With the best of intentions, the Government Feedback Unit REACH launched an online survey on Tuesday, 22 March, to get views on the recent 377A ruling by the Court of Appeal, as well as on the quality of life of LGBTQ+ people in Singapore.
Yet, within 24 hours, the site became inaccessible, leaving many to wonder if it might have been compromised by groups termed as “right wingers” or “zealots”.
The survey link now shows that it’s unavailable due to “an overwhelming response that far exceeds the usual number of responses received”.
The survey followed at the heels of the dismissal of the constitutional challenge to Section 377A of the penal code and the subsequent comments by Minister for Law and Home Affairs K. Shanmugam.
Comprising multiple choice questions and statements, the survey proved to be widely popular as more than 30,000 responses flooded the site before it was shut down at noon on Wednesday, 23 March.
Responding to the Straits Times, REACH said that this number “far exceeded the usual number that usually respond to our surveys, which ranges from several hundred to a couple thousand”.
As of 12pm today, the page merely says, “We have closed this eLP (electronic Listening Point) as there has been an overwhelming response that far exceeds the usual number of responses received in our eLP” instead of the original statement, “We wish to hear your thoughts about the LGBT+ community in Singapore. This survey is open to everyone regardless of your sexual orientation and/or gender identity.”
A follow-up to the Section 377A challenge
LGBTQ+ activist and semi-retired doctor Roy Tan, one of the three who mounted the constitutional challenges against Section 377A of the Penal Code, said that the survey was “one of the positive developments elicited by our achievement of the recent ‘unenforceable’ ruling by the Court of Appeal”.
Dr Tan felt that the “Government’s realisation of the currently untenable situation is what may have spurred REACH to launch the survey to garner feedback from the public regarding whether the majority want to keep gay Singaporeans criminalised”.
He speculated that “if the findings show that the public generally are conservative and do not want an erosion of the normative heterosexual paradigm, yet at the same time, feel that gay men should not be viewed as criminals in the eyes of the law, it would provide a solid reason backed up by statistics for the Government to repeal the law”.
He said this survey by REACH is “groundbreaking because it is the first major and large-scale Governmental initiative to gather feedback from the general public about attitudes towards the gay community” and even touches on questions regarding the law on the criminalisation of male homosexuality. Dr Tan added that previous surveys were on a smaller scale, carried out by private or quasi-governmental organisations.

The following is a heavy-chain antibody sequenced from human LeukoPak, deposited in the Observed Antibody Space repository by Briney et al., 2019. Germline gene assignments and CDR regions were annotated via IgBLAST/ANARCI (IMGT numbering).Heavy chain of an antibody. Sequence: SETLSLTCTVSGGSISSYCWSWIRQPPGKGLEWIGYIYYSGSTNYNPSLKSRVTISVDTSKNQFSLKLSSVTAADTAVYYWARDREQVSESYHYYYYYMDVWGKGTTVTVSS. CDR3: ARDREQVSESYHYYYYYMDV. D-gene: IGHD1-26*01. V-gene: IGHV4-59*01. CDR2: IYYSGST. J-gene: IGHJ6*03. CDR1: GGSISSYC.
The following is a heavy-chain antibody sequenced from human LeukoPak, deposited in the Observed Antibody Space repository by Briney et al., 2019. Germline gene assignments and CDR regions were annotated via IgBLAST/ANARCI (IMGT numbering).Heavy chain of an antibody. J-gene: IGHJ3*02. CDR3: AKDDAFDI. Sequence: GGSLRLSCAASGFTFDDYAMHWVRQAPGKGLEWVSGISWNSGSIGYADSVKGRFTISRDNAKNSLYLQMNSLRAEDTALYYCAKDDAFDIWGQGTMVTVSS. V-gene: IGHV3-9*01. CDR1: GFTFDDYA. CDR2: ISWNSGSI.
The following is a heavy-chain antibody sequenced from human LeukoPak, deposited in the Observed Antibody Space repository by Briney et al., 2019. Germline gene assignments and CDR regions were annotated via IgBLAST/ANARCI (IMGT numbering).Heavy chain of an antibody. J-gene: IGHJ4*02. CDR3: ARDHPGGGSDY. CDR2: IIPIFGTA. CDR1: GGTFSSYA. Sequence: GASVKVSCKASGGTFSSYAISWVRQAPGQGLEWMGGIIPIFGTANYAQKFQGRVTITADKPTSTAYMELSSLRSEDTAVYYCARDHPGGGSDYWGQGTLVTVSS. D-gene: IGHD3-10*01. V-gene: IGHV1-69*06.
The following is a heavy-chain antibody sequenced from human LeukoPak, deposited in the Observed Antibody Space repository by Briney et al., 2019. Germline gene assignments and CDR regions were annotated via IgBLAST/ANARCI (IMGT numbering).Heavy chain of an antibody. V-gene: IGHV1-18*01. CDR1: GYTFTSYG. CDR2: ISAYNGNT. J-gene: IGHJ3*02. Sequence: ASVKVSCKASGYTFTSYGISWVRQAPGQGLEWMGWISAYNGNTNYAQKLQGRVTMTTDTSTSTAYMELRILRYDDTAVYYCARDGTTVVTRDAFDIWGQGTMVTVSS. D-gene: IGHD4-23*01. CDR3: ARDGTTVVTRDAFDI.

But he cautioned against using surveys to shape policies as it pits the majority against the minority, with the minority groups always at the losing end.
Dr Tan said he is hopeful about the future, as “the younger generations are increasingly woke and have a greater sense of social fairness, so acceptance of the LGBT community is bound to increase as the years go by”.
“This can only have a beneficial effect on the eventual attainment of equality in all aspects of life for the community as the Government has already signalled its willingness to institute legal reform based on evolving social attitudes,” he added.
When approached by TheHomeGround Asia, REACH replied that the survey is “an e-Listening Point to gather feedback on Section 377A and other issues relating to the LGBT+ community in Singapore”, and that “the feedback will be shared with relevant agencies and could be used within the Government for policy updates and changes”.
Pink Dot SG
LGBTQ+ advocacy group Pink Dot SG had earlier shared in a social media post that “the survey is an opportunity for us to make our concerns known to people in power, even if they are imperfect tools in capturing the complexity and nuances of our lived experiences. Our contributions to this outreach can provide useful insights for our policymakers and help inform decisions that will impact all of us for years to come”.
However, Pink Dot SG cautioned against seeing the survey “as a numbers game”, as the survey is “not an opportunity for different groups to flex their power, size, or popularity”. “We should not use this survey as a battleground to picket, or to make any sort of public statement,” it said.
The group added that it is divisive to treat Singapore’s society as comprising of “majorities and minorities”, and hopes to “start having real conversations about the lives we lead here in this country, and how we are impacted by legal and social discrimination at home, in schools, and in the workplace”.
“Your stories matter. We urge you to seize this opportunity to be heard”, Pink Dot SG said.
While TheHomeGround Asia received a WhatsApp message sharing the survey link and specifically advised against sharing it on public forums such as social media, Wake Up, Singapore still posted the survey link on its Facebook page, adding a statement that “many had noted flaws with the survey – such as the possibility that one zealous person may submit multiple responses”.
Comments on social media regarding the survey have mostly been supportive of the LGBTQ+ community.
One Ivan H M Wong posted, “Done. Submitted. But doubt things will change for the better”, and Suze Shon Ng commented that “Love is love”. “We are laughing stock if still let this old century law exist. Not a nanny state still, are we?” she asked.
There were some dissenting views as well. In his short and sharp retort, Jonus Jun wrote, “Nothing to discuss, no room for pink dot here in Singapore.”
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